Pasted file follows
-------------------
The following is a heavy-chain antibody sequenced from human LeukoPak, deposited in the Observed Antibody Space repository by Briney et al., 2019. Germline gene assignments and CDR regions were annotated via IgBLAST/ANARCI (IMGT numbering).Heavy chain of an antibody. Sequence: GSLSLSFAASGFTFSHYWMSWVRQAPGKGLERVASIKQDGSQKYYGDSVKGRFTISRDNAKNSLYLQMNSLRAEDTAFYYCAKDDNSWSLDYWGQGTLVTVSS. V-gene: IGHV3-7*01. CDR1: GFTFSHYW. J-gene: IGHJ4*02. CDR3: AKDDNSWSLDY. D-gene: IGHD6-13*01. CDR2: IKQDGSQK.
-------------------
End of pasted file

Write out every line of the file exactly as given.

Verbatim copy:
The following is a heavy-chain antibody sequenced from human LeukoPak, deposited in the Observed Antibody Space repository by Briney et al., 2019. Germline gene assignments and CDR regions were annotated via IgBLAST/ANARCI (IMGT numbering).Heavy chain of an antibody. Sequence: GSLSLSFAASGFTFSHYWMSWVRQAPGKGLERVASIKQDGSQKYYGDSVKGRFTISRDNAKNSLYLQMNSLRAEDTAFYYCAKDDNSWSLDYWGQGTLVTVSS. V-gene: IGHV3-7*01. CDR1: GFTFSHYW. J-gene: IGHJ4*02. CDR3: AKDDNSWSLDY. D-gene: IGHD6-13*01. CDR2: IKQDGSQK.